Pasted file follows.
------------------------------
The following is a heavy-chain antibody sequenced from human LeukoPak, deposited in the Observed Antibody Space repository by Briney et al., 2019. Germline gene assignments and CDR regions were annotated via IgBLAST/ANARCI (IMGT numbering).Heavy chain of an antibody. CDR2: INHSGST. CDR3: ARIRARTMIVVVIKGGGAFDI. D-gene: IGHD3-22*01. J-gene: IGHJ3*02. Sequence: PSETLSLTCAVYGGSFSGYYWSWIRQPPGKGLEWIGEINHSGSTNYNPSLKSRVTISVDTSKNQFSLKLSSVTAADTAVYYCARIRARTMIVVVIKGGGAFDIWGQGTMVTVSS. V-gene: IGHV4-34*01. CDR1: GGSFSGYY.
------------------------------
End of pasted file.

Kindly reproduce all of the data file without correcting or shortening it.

The following is a heavy-chain antibody sequenced from human LeukoPak, deposited in the Observed Antibody Space repository by Briney et al., 2019. Germline gene assignments and CDR regions were annotated via IgBLAST/ANARCI (IMGT numbering).Heavy chain of an antibody. CDR2: INHSGST. CDR3: ARIRARTMIVVVIKGGGAFDI. D-gene: IGHD3-22*01. J-gene: IGHJ3*02. Sequence: PSETLSLTCAVYGGSFSGYYWSWIRQPPGKGLEWIGEINHSGSTNYNPSLKSRVTISVDTSKNQFSLKLSSVTAADTAVYYCARIRARTMIVVVIKGGGAFDIWGQGTMVTVSS. V-gene: IGHV4-34*01. CDR1: GGSFSGYY.